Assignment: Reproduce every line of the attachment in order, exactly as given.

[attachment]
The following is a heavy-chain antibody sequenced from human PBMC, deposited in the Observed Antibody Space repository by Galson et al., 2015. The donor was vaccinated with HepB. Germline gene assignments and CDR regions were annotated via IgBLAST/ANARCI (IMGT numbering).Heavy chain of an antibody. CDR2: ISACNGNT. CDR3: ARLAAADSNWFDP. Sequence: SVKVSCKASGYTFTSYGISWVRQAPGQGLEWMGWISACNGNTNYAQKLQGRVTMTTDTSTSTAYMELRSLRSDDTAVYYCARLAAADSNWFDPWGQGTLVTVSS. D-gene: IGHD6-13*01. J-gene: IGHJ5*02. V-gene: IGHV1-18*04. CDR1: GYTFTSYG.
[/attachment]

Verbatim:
The following is a heavy-chain antibody sequenced from human PBMC, deposited in the Observed Antibody Space repository by Galson et al., 2015. The donor was vaccinated with HepB. Germline gene assignments and CDR regions were annotated via IgBLAST/ANARCI (IMGT numbering).Heavy chain of an antibody. CDR2: ISACNGNT. CDR3: ARLAAADSNWFDP. Sequence: SVKVSCKASGYTFTSYGISWVRQAPGQGLEWMGWISACNGNTNYAQKLQGRVTMTTDTSTSTAYMELRSLRSDDTAVYYCARLAAADSNWFDPWGQGTLVTVSS. D-gene: IGHD6-13*01. J-gene: IGHJ5*02. V-gene: IGHV1-18*04. CDR1: GYTFTSYG.